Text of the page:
The answer lies in our shared evolutionary history with bugs, lots of them. These are the bugs who share our bodies with us. Indeed, for every 1 of our big human cells, roughly 100 to 1000 little bugs live alongside and inside of us. They number in the tens of trillions, with approximately 1 million of these microbes living within every square centimeter of our skin. They contribute to our good health as well as to our sickness. As our species and theirs evolved, we established some rules to govern our cohabitation, and most of the time everything works out fine; however, like an unpredictable roommate, these bugs can turn against us, and their impact can be profound.
The most important thing to appreciate is that they usually do very good things for us. They help digest our food and extract nutrients from vegetables and fruits. They constantly wage a silent and deadly war with invading bugs that might do harm; sometimes they lose this battle and then we suffer the consequences. Because our species and theirs co-evolved we need them; we cannot live without them. In addition, we need them to be in harmony with each other and with our big human cells. When we induce an imbalance in their numbers we inadvertently disturb their ability to protect and feed us. Scientists are beginning to understand how a shift in the mixture of these microbes (for example there are hundreds of different types of bugs that live in our intestines) can lead to poor health, including heart disease, inflammatory bowel diseases, high cholesterol, obesity and cancer. The balance of gut bacteria is also thought to influence behavior and the presence of certain mental disorders, such as depression.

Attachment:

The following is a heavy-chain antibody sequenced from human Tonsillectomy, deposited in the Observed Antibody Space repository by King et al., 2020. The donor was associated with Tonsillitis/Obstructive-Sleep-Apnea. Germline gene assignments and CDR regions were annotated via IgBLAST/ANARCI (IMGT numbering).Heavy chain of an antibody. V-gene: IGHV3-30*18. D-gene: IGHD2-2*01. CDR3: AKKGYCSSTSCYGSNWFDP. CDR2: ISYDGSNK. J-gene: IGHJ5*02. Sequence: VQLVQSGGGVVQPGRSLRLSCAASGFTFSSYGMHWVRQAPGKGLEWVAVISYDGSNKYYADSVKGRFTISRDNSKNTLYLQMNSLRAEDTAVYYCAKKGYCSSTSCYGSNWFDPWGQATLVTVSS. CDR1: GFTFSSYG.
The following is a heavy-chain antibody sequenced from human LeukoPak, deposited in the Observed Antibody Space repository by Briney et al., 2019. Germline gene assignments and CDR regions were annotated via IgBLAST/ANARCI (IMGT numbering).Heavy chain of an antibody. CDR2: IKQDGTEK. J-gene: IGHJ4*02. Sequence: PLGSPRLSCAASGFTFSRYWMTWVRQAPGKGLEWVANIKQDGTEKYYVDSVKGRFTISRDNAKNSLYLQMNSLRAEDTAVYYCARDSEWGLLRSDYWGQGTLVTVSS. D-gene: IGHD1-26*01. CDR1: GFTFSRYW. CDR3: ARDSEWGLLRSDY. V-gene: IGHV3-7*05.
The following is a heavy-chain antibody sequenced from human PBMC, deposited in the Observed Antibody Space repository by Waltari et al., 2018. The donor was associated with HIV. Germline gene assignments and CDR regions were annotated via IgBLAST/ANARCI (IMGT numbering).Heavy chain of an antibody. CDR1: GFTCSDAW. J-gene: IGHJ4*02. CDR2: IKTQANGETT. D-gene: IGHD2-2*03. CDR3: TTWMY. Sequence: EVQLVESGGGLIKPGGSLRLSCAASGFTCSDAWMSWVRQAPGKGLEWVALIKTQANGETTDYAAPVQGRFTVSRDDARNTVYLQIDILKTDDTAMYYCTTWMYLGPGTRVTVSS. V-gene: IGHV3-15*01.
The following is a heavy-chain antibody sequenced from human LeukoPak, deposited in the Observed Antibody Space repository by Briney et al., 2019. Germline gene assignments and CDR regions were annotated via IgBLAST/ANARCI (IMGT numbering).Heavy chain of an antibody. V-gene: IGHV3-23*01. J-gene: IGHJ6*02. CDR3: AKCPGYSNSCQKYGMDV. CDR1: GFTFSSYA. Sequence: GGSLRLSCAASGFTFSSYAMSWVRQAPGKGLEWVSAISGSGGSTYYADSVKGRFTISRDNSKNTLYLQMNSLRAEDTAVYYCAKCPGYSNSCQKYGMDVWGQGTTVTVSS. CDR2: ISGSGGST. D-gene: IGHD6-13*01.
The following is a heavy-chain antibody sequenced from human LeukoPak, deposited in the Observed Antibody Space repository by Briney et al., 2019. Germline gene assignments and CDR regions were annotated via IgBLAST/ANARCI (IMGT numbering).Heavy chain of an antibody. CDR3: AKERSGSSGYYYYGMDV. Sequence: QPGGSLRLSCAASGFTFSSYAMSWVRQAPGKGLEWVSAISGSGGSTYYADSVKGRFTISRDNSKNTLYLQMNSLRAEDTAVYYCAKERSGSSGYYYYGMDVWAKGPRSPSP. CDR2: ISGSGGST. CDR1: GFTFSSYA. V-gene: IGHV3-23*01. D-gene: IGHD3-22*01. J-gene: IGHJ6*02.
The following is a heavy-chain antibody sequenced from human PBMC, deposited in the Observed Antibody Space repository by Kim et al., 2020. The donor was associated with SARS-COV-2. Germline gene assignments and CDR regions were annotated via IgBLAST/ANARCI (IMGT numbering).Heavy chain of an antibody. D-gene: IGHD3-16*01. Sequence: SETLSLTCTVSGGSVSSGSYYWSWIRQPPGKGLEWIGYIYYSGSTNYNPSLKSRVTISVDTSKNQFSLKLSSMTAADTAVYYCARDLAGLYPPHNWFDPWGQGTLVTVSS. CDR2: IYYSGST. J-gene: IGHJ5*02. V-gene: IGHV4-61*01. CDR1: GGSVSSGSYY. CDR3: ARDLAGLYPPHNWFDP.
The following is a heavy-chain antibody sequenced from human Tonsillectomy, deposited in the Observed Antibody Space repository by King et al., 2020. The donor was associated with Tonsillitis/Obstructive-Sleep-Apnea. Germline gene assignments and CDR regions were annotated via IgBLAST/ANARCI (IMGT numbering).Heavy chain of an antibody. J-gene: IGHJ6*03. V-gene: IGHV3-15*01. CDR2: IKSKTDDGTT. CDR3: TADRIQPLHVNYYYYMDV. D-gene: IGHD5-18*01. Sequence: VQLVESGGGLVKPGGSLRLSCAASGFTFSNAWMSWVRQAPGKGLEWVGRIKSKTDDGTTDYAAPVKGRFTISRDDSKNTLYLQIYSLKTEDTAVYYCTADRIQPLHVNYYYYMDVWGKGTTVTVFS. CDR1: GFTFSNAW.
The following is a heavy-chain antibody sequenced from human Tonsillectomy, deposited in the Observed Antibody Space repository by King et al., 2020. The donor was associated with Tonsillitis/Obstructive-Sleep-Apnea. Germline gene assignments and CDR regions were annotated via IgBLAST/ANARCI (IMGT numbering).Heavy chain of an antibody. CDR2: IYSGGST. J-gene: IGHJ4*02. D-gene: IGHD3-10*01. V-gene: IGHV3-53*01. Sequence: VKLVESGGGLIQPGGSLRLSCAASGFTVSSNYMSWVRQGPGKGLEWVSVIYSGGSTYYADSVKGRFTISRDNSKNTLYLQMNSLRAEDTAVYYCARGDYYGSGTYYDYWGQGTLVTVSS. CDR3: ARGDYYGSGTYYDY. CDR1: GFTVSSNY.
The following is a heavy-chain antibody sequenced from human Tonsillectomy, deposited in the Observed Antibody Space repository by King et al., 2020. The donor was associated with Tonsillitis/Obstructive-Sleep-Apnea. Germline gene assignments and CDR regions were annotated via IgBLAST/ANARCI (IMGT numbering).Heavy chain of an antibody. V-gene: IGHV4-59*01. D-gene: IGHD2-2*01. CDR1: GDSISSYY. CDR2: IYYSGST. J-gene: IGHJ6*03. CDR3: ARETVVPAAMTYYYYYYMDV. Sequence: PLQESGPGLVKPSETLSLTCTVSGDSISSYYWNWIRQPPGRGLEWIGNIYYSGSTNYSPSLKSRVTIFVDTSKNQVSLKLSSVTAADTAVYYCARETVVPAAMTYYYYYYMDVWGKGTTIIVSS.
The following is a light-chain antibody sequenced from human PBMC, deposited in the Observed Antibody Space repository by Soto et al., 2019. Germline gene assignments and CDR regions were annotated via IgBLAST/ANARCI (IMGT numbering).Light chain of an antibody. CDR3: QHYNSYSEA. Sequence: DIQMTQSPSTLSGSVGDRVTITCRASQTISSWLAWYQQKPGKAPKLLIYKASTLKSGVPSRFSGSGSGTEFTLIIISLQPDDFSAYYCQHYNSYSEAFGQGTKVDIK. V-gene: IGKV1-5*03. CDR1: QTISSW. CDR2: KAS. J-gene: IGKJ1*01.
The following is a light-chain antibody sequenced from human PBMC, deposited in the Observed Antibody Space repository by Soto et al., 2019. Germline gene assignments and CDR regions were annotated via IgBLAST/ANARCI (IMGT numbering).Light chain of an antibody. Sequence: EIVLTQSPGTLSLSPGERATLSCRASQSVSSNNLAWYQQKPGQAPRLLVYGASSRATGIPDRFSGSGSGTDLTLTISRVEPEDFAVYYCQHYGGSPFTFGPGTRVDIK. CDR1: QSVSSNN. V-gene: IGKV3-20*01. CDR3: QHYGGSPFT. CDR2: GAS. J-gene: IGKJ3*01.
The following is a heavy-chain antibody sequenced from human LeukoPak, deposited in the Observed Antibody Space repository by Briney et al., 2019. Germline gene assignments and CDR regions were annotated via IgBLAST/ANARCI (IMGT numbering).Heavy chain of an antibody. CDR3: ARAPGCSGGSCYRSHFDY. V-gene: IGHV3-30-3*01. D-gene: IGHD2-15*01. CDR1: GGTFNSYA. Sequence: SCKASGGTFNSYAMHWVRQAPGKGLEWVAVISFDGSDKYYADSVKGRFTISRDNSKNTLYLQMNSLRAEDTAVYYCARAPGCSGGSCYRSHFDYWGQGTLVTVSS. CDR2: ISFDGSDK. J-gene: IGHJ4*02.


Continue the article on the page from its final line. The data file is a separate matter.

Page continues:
At last month's microbiology meeting in New Orleans many scientists discussed their concerns about the increasingly bacteria-free environment that we are encasing ourselves and our children within. The concern is that we are causing an imbalance in the mixture of bugs in our environment as well as with us. The challenge is in knowing which bugs to champion and which to destroy. Sometimes, we get the mixture wrong and the consequences can take many years to become obvious. For example, Helicobacter pylori can cause ulcers and stomach cancer; its prevalence in Western societies is decreasing and fewer people suffer from ulcers or stomach cancer today because of the intervention of medical science. Unfortunately, H. pylori appears to have been our friend as well. The loss of this bacterium has led to an increased incidence of gastroesophageal reflux disease (GERD) and esophageal cancers. Even worse, the absence of this bacterium leads to more ghrelin being released from the stomach - the consequence is increased eating and more obesity.
Interfering with the balance of bugs in our bodies makes it more likely to develop childhood asthma and food allergies. As a society we bathe too often, we breast feed too seldom, we take too many antibiotics, families are smaller and cesarean sections are too frequent; all of these contribute to an imbalance in the mixture of bugs within ourselves and our children. There are many thoughts on how to approach this problem; however, one should be the choice of last resort - fecal transplants. Yes, transplanting the fecal matter from a healthy person into the colon of a sick person has been shown to cure infection from invading bacteria. If you ever needed a reason to keep your bacteria happy, avoidance of this treatment would be it!
© Gary L. Wenk, Ph.D. Author of Your Brain on Food (oxford, 2010)